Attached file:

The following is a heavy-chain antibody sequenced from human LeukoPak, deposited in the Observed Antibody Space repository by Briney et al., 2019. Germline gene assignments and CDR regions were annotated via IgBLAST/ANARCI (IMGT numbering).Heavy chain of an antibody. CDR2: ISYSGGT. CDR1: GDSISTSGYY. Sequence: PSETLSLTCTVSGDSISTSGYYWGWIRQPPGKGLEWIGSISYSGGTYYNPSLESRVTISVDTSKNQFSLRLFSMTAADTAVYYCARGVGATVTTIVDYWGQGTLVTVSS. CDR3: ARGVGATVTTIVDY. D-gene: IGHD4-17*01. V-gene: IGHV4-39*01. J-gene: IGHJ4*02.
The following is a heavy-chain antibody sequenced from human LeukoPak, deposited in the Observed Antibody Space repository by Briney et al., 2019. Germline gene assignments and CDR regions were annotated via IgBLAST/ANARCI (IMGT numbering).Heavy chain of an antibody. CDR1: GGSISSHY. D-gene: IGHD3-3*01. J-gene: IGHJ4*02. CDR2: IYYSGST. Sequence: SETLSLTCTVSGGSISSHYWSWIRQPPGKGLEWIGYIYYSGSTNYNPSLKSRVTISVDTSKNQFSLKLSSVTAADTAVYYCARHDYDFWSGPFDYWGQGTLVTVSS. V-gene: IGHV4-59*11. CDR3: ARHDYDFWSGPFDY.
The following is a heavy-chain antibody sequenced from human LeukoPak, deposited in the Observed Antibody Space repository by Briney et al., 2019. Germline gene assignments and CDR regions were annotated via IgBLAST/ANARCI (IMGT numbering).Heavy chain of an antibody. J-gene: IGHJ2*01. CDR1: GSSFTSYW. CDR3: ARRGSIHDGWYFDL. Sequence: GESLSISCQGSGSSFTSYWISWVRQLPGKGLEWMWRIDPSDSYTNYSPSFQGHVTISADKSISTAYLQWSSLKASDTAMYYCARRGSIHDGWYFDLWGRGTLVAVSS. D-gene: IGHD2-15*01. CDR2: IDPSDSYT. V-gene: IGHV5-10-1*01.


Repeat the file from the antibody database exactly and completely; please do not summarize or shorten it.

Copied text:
The following is a heavy-chain antibody sequenced from human LeukoPak, deposited in the Observed Antibody Space repository by Briney et al., 2019. Germline gene assignments and CDR regions were annotated via IgBLAST/ANARCI (IMGT numbering).Heavy chain of an antibody. CDR2: ISYSGGT. CDR1: GDSISTSGYY. Sequence: PSETLSLTCTVSGDSISTSGYYWGWIRQPPGKGLEWIGSISYSGGTYYNPSLESRVTISVDTSKNQFSLRLFSMTAADTAVYYCARGVGATVTTIVDYWGQGTLVTVSS. CDR3: ARGVGATVTTIVDY. D-gene: IGHD4-17*01. V-gene: IGHV4-39*01. J-gene: IGHJ4*02.
The following is a heavy-chain antibody sequenced from human LeukoPak, deposited in the Observed Antibody Space repository by Briney et al., 2019. Germline gene assignments and CDR regions were annotated via IgBLAST/ANARCI (IMGT numbering).Heavy chain of an antibody. CDR1: GGSISSHY. D-gene: IGHD3-3*01. J-gene: IGHJ4*02. CDR2: IYYSGST. Sequence: SETLSLTCTVSGGSISSHYWSWIRQPPGKGLEWIGYIYYSGSTNYNPSLKSRVTISVDTSKNQFSLKLSSVTAADTAVYYCARHDYDFWSGPFDYWGQGTLVTVSS. V-gene: IGHV4-59*11. CDR3: ARHDYDFWSGPFDY.
The following is a heavy-chain antibody sequenced from human LeukoPak, deposited in the Observed Antibody Space repository by Briney et al., 2019. Germline gene assignments and CDR regions were annotated via IgBLAST/ANARCI (IMGT numbering).Heavy chain of an antibody. J-gene: IGHJ2*01. CDR1: GSSFTSYW. CDR3: ARRGSIHDGWYFDL. Sequence: GESLSISCQGSGSSFTSYWISWVRQLPGKGLEWMWRIDPSDSYTNYSPSFQGHVTISADKSISTAYLQWSSLKASDTAMYYCARRGSIHDGWYFDLWGRGTLVAVSS. D-gene: IGHD2-15*01. CDR2: IDPSDSYT. V-gene: IGHV5-10-1*01.